Sunday, December 9, 2012

A Wild Man’s Advent Warning

El Greco's John the Baptist

"Wildman John leaps into Advent’s second Sunday, taking my breath away with his matted black dreadlocks, that camel skin he wraps around his bony body, gnarled bare feet sticking out below.  His eyes seize me the way his rough hands seize the locusts he eats, the honey he snatches from wild bees.   He roars warnings: dire times, dereliction of duty, the brink of doom.  Advent seems too small a stage to hold him."
- Nancy Rockwell blog

John the Baptist is the consummate prophet, not the conventional priest his parents, descendants of generations of priests, would have likely dreamed that their son become. And as a sign of this, according to Luke’s gospel, they were to call him “John” rather than name him after his father Zechariah. John was not a “Bible name,” but was of Greek origin, and the name of the father of one of the heroes of Judah’s brief period of independence over a century earlier, the revolutionary Mattathias Maccabees.

John’s coming was a warning sign of a God about to break in to make things right. "Who can endure the day of his coming, and who can stand when he appears?" asks the prophet Malachi in another of the lectionary readings for this Sunday, "For he is like a refiner's fire and like fullers' soap."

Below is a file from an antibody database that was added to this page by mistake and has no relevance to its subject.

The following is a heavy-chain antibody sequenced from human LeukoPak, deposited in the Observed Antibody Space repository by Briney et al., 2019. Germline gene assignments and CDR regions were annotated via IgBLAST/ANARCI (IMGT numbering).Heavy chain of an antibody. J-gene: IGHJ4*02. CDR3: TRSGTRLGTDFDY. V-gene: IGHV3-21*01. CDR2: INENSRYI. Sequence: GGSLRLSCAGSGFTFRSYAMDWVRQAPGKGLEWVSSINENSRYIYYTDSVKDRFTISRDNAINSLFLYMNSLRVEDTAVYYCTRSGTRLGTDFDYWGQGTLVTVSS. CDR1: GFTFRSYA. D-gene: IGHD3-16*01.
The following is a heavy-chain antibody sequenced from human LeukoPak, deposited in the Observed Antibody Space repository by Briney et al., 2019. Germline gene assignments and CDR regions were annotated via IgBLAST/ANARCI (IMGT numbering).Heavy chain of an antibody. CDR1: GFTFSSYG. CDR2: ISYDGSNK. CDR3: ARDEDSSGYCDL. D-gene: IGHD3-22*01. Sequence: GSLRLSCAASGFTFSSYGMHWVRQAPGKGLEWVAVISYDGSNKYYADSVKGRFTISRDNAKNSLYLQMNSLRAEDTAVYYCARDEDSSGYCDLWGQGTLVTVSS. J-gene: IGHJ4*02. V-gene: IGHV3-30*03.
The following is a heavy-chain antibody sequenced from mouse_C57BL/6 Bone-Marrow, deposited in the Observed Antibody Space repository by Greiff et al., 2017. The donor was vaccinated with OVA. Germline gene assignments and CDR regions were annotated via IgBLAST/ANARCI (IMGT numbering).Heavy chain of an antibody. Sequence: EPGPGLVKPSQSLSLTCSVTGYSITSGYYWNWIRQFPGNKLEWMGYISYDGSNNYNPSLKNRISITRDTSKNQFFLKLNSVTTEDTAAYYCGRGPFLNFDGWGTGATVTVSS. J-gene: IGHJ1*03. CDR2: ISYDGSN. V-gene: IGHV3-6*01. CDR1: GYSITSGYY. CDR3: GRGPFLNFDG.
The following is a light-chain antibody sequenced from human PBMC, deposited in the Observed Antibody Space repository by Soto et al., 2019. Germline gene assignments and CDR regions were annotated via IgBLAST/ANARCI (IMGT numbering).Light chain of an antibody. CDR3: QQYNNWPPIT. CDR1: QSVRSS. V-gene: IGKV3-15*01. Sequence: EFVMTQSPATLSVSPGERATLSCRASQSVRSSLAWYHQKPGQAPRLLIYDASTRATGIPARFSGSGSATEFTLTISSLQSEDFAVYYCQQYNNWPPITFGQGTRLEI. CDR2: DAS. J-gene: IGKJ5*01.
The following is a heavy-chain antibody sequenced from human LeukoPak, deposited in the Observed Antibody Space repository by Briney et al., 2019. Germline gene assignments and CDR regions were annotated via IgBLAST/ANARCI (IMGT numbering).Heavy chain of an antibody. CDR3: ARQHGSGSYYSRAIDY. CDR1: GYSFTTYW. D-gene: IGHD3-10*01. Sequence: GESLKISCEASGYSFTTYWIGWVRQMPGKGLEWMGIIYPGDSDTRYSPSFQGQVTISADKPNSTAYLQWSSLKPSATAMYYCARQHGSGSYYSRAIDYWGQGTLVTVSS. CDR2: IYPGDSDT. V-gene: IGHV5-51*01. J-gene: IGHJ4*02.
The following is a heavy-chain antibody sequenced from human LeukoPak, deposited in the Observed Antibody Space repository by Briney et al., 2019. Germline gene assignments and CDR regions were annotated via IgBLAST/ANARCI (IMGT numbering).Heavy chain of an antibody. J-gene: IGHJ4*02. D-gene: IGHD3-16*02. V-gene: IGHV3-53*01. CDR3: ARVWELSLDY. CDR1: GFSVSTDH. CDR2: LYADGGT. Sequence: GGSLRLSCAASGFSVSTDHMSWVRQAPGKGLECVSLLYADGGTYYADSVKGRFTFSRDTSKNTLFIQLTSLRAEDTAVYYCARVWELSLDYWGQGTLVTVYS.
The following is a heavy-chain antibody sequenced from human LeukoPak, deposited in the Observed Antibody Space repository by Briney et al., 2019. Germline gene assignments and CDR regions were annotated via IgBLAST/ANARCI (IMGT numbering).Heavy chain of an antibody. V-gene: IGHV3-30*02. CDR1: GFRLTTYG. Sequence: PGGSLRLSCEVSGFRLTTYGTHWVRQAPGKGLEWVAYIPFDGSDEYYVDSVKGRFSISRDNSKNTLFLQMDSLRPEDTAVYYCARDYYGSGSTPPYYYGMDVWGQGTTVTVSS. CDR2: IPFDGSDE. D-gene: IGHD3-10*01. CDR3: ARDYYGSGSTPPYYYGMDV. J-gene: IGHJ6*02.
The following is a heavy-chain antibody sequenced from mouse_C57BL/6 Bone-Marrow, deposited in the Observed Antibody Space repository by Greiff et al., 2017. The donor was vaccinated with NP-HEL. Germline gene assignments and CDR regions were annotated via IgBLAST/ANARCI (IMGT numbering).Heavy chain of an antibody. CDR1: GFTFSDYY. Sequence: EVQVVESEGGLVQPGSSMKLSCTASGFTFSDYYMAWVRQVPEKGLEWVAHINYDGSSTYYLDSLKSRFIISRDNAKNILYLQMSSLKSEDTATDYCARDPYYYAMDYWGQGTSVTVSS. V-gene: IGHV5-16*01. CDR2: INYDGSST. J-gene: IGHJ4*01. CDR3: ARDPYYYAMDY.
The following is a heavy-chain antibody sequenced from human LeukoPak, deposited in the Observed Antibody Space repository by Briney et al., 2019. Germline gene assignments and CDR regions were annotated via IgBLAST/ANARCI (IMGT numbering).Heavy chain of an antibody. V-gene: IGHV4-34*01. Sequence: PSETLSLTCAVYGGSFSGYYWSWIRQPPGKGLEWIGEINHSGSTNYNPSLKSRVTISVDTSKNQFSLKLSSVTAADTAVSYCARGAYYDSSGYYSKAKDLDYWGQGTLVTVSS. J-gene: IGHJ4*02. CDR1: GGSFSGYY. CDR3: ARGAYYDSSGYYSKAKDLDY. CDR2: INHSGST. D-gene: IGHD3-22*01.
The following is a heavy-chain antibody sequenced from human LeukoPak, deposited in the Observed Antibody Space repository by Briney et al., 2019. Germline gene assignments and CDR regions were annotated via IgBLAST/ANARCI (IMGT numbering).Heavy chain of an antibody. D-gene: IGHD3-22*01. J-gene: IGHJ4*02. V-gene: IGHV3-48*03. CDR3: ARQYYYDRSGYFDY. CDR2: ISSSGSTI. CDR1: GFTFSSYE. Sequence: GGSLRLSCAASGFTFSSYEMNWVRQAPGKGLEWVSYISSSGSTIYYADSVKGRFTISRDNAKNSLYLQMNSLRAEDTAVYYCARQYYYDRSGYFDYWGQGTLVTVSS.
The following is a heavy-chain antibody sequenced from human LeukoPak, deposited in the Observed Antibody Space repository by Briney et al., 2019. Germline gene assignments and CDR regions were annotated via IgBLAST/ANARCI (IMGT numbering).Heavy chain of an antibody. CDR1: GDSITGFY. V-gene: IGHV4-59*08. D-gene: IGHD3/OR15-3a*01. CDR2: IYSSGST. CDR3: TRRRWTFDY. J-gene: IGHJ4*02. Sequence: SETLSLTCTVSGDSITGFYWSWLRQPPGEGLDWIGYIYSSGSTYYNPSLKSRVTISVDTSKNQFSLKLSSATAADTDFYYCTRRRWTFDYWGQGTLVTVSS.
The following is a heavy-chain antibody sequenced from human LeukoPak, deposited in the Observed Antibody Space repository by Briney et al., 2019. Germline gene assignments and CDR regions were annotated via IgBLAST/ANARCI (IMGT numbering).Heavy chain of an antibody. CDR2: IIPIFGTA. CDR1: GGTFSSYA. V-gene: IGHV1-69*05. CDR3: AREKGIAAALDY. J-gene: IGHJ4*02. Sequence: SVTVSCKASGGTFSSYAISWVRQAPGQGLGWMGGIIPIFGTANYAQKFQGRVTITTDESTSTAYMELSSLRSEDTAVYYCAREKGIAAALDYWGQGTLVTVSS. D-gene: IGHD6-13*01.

Both of these images are a little disturbing, notes Presbyterian Pastor Scott Black Johnston, on another blog: “A refiner's fire is the forced-air, white-hot blaze that melts metallic ores and brings their impurities to the surface. Fullers' soap is the strong, lye-based soap used to bleach the impurities from cloth. ... He (i.e., God, through the Prophet John) comes to boil off the impurities in our souls and to apply a coarse scrub brush to our spirits.”

None of us wants to hear that. We’d rather tune out wild prophets and get on with celebrating a nice Christmas in the company of some nice priests or pastors. Who wants to be told that, in preparation for God, we need to be cleansed of our surplus as well as of our sins, as in, “If you have two tunics, give one to someone who has none”?

Yet that’s a part of John’s message of repentance, that before we get to welcome the Bethlehem infant into our arms, we must first apply some disinfecting soap.

To get the stains of sin and of injustice off our hands.
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